The wind really does make it a miserable existence out here though, last night I slept with my thick thermal socks covered by my down booties, thermal pants under my fleece pants, thermal top under my thick fleece top, woolly hat, neck gaiter and gloves, all of this inside my down sleeping bag that is rated to -40 degrees C, and I still had a chill in my bones, it was miserable. And if that wasn’t enough it started snowing in the inside of our tent if you can believe that, not because there was a rip in our tent or a zipper was left open, but because we’ve spent so much time in here that our breath condenses and freezes on the inside of our tent and over the 36 hours that we have been here it has built up, then the wind blows hard, shakes the tent and in the middle of the night while I’m sleeping I get very fine ice particles falling on my face, wonderful, really I highly recommend for everyone to visit the polar plateau.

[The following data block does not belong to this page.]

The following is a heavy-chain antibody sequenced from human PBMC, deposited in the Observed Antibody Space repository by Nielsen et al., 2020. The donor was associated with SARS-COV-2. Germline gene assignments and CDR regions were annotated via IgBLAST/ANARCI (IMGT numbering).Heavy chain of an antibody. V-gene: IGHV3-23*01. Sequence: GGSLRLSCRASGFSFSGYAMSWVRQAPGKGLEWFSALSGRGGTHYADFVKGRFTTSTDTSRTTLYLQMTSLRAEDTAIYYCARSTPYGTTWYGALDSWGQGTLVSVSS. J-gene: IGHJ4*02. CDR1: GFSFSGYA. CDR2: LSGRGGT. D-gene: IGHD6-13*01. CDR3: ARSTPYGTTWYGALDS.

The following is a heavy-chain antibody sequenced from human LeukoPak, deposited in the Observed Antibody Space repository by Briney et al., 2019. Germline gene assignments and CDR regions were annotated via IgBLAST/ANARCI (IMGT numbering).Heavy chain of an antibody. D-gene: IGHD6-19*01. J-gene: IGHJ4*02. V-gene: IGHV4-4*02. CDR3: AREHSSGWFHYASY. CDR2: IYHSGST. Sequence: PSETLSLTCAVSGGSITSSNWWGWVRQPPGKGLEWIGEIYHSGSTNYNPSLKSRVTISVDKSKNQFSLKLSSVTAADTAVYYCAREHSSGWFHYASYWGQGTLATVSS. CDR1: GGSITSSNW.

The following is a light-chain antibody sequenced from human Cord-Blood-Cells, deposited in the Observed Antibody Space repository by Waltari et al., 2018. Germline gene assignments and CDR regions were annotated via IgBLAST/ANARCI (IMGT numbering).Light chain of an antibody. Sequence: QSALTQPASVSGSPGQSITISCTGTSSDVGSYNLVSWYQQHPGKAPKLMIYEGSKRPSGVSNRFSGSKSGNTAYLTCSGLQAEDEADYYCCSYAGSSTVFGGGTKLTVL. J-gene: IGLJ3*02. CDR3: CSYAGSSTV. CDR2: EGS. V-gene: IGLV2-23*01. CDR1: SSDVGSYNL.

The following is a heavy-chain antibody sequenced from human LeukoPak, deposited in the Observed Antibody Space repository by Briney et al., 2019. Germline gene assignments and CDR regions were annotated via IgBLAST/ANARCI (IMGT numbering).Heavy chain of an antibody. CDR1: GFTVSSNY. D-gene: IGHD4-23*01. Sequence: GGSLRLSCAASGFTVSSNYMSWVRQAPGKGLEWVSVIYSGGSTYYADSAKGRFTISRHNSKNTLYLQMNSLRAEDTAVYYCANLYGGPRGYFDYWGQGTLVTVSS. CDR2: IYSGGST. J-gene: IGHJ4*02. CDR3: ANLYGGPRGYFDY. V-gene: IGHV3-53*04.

But when all is said and done, with all the complaining set aside, I really am fortunate to be down here with the group that I’m with, they really are a great group of guys and even my brother who in the past no two consecutive days could go by without us having a fight, we haven’t argued once since we’ve been on the polar plateau, we’ve been on the plateau for seven nights now and in fact it’s been nothing but team work at the highest level for that duration.

It really has been amazing being out here though, I’ve gotten closer to Baba and Mohamed than ever before and that within itself has made it all more than worthwhile.

Let’s pray we can start moving tomorrow morning.

Current position, still, 70km traveled, 41km to our destination.

Haytham.

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Enforced rest day